photo 5: enclose the cut edge of the washcloth inside the folded binding and line up the centers, pin in place. You may want to pin the binding closed around the neck opening to the edges to be on the safe side. Me, I like to live dangerously. (Okay, I'm lazy.) Starting from either end of the binding, sew the open edges of the binding together to make the ties. As you approach the neck opening, slow down and make sure the cut edge of the washcloth is well enclosed. Sew around the neck opening, then sew closed the rest of the length of binding. Trim threads and...
photo 6: ta-da!! Instant bib!! And perfect for my needs -- no plastic, no velcro, a surface that'll catch those slimy bits of banana and spilled yogurt; and best of all, when she's done eating, I can run it under a little warm water and wash that kid down!
photo 7: here's an optional step -- binding the outside edge of the washcloth as well. This will give the bib a little more stability and it looks darn cute. Although, I have to confess, that isn't really a washcloth there. It's an 11"x11" piece of hemp/cotton brushed terry I had left over from another project. Using a square scrap of something works great (remember to round off the corners!) but you will have to bind the raw edges by either serging them or using binding like I did here. It really is quite the swanky bib though!
I can think of lots of alternatives for this bib -- big satin ribbon ties; adding appliques or trim; using something that will function as well as the terry but look nicer, like a soft cotton velour; using washcloths with embroidery, texture, stripes , prints or patterns; the possibilities are endless! This kid's going to end up in bib heaven....
So, here's the apron. Obviously, the full-size one is on the left. It's based on a vintage "hostess apron" pattern that I have. Unfortunately, the photo is not so good and Crushy slept on the apron for a few hours before I took the photo, making things worse. (Cats and fabric -- argh!!) The mini apron is for a Gene-sized doll, and fared much better -- no sleepy cat laying all over it, for one thing. The scale of the smaller one makes the fabric much stiffer, and makes me want to redo the pattern in a taffeta or something, I think it looks much better. I also like the bows better on the smaller one -- I did them that way because it was easier but they turned out nicer. It's a nice size and the pockets are great, if a bit deep. So I think I'll definitely rework this pattern in the future. Still, even though I'm not 100% happy with the results here, it was just pretty exciting to participate in something for the first time since that BABY arrived. ^_^
OMG! Like, a project! Very little in the way of projecty stuff has been going on around here since the arrival of the E.M.I.L.Y. cyborg. But, a friend of mine came across the very cool tie one on site and since I love sewing, love aprons (but, oddly, never remember to actually wear them) and have recently actually started two pretty major apron projects it seemed like a perfect thing to try. I've submitted my very badly photographed results and hopefully they'll make it into the August gallery. Sheesh, some people can pull off a gorgeous illustration every week in their spare time, me, I'm excited about a simple apron once a month. Or less.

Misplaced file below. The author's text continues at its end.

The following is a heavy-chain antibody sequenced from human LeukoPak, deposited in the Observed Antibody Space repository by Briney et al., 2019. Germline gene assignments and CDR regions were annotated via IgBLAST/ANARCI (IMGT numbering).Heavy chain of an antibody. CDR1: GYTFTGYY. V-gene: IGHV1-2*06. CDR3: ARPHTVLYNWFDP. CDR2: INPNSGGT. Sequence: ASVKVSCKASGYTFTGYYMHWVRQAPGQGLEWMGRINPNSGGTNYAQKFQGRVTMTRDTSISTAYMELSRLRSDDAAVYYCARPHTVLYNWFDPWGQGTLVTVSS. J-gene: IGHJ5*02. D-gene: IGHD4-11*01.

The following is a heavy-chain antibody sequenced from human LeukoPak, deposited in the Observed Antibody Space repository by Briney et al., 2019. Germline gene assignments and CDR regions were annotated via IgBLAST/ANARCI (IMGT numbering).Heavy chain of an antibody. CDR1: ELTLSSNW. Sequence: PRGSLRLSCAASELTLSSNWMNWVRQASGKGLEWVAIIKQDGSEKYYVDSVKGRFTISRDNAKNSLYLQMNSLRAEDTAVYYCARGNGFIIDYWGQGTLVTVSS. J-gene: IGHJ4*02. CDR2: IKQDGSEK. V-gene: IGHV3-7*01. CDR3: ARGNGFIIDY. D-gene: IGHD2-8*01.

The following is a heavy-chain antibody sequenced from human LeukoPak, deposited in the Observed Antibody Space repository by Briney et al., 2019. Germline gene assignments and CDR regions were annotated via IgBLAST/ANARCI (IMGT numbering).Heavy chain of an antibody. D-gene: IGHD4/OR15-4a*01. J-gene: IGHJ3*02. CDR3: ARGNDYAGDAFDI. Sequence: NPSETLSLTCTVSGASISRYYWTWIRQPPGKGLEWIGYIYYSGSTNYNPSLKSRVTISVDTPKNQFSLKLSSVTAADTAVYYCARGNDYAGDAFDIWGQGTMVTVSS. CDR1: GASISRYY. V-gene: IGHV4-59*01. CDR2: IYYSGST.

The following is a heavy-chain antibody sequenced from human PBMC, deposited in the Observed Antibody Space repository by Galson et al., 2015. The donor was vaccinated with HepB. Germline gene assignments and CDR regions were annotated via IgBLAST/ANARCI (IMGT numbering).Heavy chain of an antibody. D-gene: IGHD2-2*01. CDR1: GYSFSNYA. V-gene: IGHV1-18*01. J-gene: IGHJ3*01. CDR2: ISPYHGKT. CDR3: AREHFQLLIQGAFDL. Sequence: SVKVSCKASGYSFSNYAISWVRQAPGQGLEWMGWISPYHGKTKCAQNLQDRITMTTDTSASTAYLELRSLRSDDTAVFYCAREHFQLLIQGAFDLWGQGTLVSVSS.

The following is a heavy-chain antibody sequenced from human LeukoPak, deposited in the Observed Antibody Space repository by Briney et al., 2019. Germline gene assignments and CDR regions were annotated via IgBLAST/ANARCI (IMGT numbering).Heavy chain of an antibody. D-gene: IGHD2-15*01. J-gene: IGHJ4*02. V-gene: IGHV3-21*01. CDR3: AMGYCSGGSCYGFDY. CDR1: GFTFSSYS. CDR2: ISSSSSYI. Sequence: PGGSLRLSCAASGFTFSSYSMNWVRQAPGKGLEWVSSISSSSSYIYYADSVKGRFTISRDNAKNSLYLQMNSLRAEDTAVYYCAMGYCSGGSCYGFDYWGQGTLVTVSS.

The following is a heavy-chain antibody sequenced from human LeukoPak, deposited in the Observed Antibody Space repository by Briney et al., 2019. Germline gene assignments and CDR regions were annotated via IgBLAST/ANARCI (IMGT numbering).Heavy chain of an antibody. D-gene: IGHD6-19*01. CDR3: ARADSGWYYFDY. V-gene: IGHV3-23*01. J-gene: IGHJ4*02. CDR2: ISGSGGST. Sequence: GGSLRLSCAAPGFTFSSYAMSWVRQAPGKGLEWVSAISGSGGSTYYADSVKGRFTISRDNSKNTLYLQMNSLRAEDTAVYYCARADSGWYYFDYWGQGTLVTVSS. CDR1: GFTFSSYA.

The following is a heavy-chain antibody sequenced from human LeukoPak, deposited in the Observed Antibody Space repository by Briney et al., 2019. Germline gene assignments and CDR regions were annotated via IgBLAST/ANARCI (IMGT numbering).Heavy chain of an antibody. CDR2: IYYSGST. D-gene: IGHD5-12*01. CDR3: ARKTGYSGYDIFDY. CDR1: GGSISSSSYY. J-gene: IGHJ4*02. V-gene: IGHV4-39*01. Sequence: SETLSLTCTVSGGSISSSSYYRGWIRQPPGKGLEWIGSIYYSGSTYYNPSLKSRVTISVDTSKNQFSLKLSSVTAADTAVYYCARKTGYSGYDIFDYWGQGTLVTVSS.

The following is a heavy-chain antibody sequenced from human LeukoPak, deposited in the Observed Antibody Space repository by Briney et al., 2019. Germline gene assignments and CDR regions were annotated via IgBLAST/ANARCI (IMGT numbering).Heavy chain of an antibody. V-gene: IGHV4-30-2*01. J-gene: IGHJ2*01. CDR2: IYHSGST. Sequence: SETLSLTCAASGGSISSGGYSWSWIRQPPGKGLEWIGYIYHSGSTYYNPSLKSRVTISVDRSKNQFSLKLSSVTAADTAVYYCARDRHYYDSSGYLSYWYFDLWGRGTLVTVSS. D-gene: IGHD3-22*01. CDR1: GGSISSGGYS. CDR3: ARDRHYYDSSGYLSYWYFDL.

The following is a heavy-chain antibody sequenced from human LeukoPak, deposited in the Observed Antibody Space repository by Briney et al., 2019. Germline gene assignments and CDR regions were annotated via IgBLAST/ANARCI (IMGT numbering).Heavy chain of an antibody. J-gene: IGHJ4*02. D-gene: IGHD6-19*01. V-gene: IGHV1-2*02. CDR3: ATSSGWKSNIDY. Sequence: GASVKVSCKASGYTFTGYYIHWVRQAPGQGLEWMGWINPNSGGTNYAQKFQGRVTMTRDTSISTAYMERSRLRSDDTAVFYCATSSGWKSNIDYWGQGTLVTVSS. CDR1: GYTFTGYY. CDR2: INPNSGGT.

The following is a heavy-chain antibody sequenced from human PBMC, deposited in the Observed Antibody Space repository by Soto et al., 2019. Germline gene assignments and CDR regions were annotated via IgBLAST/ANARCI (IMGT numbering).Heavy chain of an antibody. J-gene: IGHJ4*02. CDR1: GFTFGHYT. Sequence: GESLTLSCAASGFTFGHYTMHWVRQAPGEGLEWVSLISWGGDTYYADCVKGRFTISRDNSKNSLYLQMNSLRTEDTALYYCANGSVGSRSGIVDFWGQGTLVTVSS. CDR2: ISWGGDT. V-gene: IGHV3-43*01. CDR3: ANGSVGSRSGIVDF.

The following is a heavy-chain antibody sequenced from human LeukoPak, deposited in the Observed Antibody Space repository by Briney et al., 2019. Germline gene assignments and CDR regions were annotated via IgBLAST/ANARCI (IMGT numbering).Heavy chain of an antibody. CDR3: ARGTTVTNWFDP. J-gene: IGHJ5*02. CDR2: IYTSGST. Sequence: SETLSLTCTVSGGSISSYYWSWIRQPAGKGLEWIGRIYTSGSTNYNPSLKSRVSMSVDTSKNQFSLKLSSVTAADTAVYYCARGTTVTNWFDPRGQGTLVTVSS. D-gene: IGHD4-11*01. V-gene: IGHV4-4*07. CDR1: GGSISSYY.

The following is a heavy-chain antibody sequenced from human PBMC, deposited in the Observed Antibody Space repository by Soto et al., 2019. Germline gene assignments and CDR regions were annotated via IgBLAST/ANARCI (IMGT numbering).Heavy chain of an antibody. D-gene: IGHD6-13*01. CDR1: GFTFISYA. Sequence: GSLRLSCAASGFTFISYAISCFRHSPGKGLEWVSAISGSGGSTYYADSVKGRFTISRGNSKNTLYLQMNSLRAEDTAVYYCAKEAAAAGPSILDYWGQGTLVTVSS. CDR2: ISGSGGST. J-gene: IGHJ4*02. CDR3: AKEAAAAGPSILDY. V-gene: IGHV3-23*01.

It looks like it'll be too cloudy to see the Leonid meteor shower. Not that you can see much of the night sky here on a good day…light pollution being what it is. (Those of you with clear, dark, skies have no idea how lucky you are. And boy do I miss them.) Trying to find a good location to meteor-watch (before I saw the weather reports) I found Darksky.org, which sounds like a super-villain group, but is actually an educational non-profit working to improve the night sky.
In other news, I've finally finished our little store (I saw "we" because Evan has helped quite a bit, although he can't seem to finish my Mr. Bunny drawing!). My original idea, was, of course, a lot more complicated. But what it's boiled down to is a way for us to make little, limited run things of cute designs we come up with. "Cute" doesn't sell that well, so these are either the kinds of things that we know will only sell a few at most. Or they're things we only want to make available for a limited period of time. And if nothing else, we can make more stuff for ourselves. (That's all I've used Cafepress for over the past two years!) I know I'll be doing some X-mas shopping there myself.
Ugh. Jury duty awaits me Monday. I live in fear of somehow getting put on some 2-month trial. Even after trying to work ahead I still will have to start working again by the middle of the week. Blech. In good news, even in the rotten heat I finished a new project yesterday -- the adult-size-japanese-kindergarten-smock project. I love those smocks and I needed some sort of loose and light long-sleeved cover up for gardening and messy jobs. Unfortunately I had to extrapolate the pattern myself from tiny directions in a Japanese sewing book -- but attempt #2 came out great. It's just cheap muslin with some leftover purple linen for pockets and trim, very comfortable, will protect my arms and clothes perfectly. Not exactly flattering but that's not the point. Now that the pattern is worked out I want to make one up in cute fabric or with silly pockets. And I want my nephew to get bigger so I can make him one -- I have instructions for making one that looks like an Ultraman costume!